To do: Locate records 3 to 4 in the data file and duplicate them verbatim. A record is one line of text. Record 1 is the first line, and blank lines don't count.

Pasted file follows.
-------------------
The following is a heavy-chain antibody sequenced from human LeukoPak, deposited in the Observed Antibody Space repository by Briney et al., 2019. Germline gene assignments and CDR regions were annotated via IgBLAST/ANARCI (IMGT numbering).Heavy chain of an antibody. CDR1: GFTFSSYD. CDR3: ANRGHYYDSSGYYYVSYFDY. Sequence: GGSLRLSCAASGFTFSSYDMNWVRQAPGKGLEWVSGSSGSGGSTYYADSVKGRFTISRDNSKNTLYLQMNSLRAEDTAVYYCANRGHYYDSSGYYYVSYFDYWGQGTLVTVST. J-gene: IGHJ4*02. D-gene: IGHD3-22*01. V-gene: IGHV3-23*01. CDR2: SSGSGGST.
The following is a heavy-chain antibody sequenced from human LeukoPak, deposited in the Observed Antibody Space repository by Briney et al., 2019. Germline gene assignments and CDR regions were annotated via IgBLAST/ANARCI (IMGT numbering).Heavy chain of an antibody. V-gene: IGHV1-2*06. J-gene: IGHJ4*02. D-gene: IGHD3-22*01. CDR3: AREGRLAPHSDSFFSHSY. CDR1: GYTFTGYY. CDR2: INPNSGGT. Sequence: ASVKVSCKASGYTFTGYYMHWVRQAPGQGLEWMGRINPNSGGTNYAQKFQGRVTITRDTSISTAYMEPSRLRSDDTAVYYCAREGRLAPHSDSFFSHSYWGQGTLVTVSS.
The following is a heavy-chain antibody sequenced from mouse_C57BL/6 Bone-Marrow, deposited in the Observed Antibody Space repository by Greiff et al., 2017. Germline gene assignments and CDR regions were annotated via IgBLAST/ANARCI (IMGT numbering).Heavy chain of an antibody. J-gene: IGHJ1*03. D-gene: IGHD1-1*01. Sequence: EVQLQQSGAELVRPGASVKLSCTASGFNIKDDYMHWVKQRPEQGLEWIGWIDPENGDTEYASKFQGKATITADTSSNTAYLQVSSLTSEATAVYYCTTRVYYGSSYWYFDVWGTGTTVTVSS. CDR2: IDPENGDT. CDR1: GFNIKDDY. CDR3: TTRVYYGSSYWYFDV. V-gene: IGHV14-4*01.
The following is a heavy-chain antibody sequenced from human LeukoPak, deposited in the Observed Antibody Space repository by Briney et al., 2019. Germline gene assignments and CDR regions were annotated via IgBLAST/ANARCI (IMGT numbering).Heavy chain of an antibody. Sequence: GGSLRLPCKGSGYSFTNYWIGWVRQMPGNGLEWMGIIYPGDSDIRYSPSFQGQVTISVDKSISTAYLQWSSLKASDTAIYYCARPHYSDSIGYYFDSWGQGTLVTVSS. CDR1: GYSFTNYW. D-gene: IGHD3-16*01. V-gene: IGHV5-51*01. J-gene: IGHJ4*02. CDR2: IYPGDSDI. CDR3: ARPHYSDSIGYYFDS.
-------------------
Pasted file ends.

The following is a heavy-chain antibody sequenced from mouse_C57BL/6 Bone-Marrow, deposited in the Observed Antibody Space repository by Greiff et al., 2017. Germline gene assignments and CDR regions were annotated via IgBLAST/ANARCI (IMGT numbering).Heavy chain of an antibody. J-gene: IGHJ1*03. D-gene: IGHD1-1*01. Sequence: EVQLQQSGAELVRPGASVKLSCTASGFNIKDDYMHWVKQRPEQGLEWIGWIDPENGDTEYASKFQGKATITADTSSNTAYLQVSSLTSEATAVYYCTTRVYYGSSYWYFDVWGTGTTVTVSS. CDR2: IDPENGDT. CDR1: GFNIKDDY. CDR3: TTRVYYGSSYWYFDV. V-gene: IGHV14-4*01.
The following is a heavy-chain antibody sequenced from human LeukoPak, deposited in the Observed Antibody Space repository by Briney et al., 2019. Germline gene assignments and CDR regions were annotated via IgBLAST/ANARCI (IMGT numbering).Heavy chain of an antibody. Sequence: GGSLRLPCKGSGYSFTNYWIGWVRQMPGNGLEWMGIIYPGDSDIRYSPSFQGQVTISVDKSISTAYLQWSSLKASDTAIYYCARPHYSDSIGYYFDSWGQGTLVTVSS. CDR1: GYSFTNYW. D-gene: IGHD3-16*01. V-gene: IGHV5-51*01. J-gene: IGHJ4*02. CDR2: IYPGDSDI. CDR3: ARPHYSDSIGYYFDS.